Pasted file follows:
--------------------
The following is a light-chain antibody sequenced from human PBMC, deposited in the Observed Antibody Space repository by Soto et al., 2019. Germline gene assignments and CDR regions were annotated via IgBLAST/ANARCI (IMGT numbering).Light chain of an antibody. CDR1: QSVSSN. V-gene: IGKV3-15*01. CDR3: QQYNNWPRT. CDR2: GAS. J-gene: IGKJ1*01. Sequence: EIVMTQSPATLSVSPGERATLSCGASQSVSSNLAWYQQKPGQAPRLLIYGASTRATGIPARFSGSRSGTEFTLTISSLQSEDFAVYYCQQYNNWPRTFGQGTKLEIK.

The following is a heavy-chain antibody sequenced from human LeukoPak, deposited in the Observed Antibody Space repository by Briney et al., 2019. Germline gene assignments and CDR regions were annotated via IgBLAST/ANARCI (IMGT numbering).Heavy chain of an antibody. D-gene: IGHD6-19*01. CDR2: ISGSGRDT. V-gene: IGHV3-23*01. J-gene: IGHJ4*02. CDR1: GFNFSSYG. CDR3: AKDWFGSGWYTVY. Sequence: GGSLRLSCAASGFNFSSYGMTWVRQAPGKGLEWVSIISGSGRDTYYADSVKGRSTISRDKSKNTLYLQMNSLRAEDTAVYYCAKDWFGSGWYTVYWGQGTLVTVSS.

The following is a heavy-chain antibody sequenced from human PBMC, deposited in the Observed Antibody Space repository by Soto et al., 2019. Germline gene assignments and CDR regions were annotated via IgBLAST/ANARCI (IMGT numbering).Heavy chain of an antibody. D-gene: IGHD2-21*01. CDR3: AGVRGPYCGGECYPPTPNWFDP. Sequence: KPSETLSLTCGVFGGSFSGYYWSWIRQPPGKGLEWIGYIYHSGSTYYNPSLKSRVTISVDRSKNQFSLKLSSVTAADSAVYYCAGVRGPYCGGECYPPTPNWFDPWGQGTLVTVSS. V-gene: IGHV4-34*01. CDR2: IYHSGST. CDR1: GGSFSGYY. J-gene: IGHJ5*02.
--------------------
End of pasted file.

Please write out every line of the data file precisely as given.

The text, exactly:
The following is a light-chain antibody sequenced from human PBMC, deposited in the Observed Antibody Space repository by Soto et al., 2019. Germline gene assignments and CDR regions were annotated via IgBLAST/ANARCI (IMGT numbering).Light chain of an antibody. CDR1: QSVSSN. V-gene: IGKV3-15*01. CDR3: QQYNNWPRT. CDR2: GAS. J-gene: IGKJ1*01. Sequence: EIVMTQSPATLSVSPGERATLSCGASQSVSSNLAWYQQKPGQAPRLLIYGASTRATGIPARFSGSRSGTEFTLTISSLQSEDFAVYYCQQYNNWPRTFGQGTKLEIK.

The following is a heavy-chain antibody sequenced from human LeukoPak, deposited in the Observed Antibody Space repository by Briney et al., 2019. Germline gene assignments and CDR regions were annotated via IgBLAST/ANARCI (IMGT numbering).Heavy chain of an antibody. D-gene: IGHD6-19*01. CDR2: ISGSGRDT. V-gene: IGHV3-23*01. J-gene: IGHJ4*02. CDR1: GFNFSSYG. CDR3: AKDWFGSGWYTVY. Sequence: GGSLRLSCAASGFNFSSYGMTWVRQAPGKGLEWVSIISGSGRDTYYADSVKGRSTISRDKSKNTLYLQMNSLRAEDTAVYYCAKDWFGSGWYTVYWGQGTLVTVSS.

The following is a heavy-chain antibody sequenced from human PBMC, deposited in the Observed Antibody Space repository by Soto et al., 2019. Germline gene assignments and CDR regions were annotated via IgBLAST/ANARCI (IMGT numbering).Heavy chain of an antibody. D-gene: IGHD2-21*01. CDR3: AGVRGPYCGGECYPPTPNWFDP. Sequence: KPSETLSLTCGVFGGSFSGYYWSWIRQPPGKGLEWIGYIYHSGSTYYNPSLKSRVTISVDRSKNQFSLKLSSVTAADSAVYYCAGVRGPYCGGECYPPTPNWFDPWGQGTLVTVSS. V-gene: IGHV4-34*01. CDR2: IYHSGST. CDR1: GGSFSGYY. J-gene: IGHJ5*02.